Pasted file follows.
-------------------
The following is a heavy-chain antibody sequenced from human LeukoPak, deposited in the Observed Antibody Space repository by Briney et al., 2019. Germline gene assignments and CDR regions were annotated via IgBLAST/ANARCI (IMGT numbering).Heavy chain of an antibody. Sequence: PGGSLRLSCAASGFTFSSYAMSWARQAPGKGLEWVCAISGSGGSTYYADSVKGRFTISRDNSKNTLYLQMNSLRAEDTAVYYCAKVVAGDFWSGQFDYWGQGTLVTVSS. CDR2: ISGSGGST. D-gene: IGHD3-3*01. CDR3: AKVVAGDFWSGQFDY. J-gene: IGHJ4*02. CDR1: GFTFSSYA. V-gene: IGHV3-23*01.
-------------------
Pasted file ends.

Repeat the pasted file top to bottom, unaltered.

The following is a heavy-chain antibody sequenced from human LeukoPak, deposited in the Observed Antibody Space repository by Briney et al., 2019. Germline gene assignments and CDR regions were annotated via IgBLAST/ANARCI (IMGT numbering).Heavy chain of an antibody. Sequence: PGGSLRLSCAASGFTFSSYAMSWARQAPGKGLEWVCAISGSGGSTYYADSVKGRFTISRDNSKNTLYLQMNSLRAEDTAVYYCAKVVAGDFWSGQFDYWGQGTLVTVSS. CDR2: ISGSGGST. D-gene: IGHD3-3*01. CDR3: AKVVAGDFWSGQFDY. J-gene: IGHJ4*02. CDR1: GFTFSSYA. V-gene: IGHV3-23*01.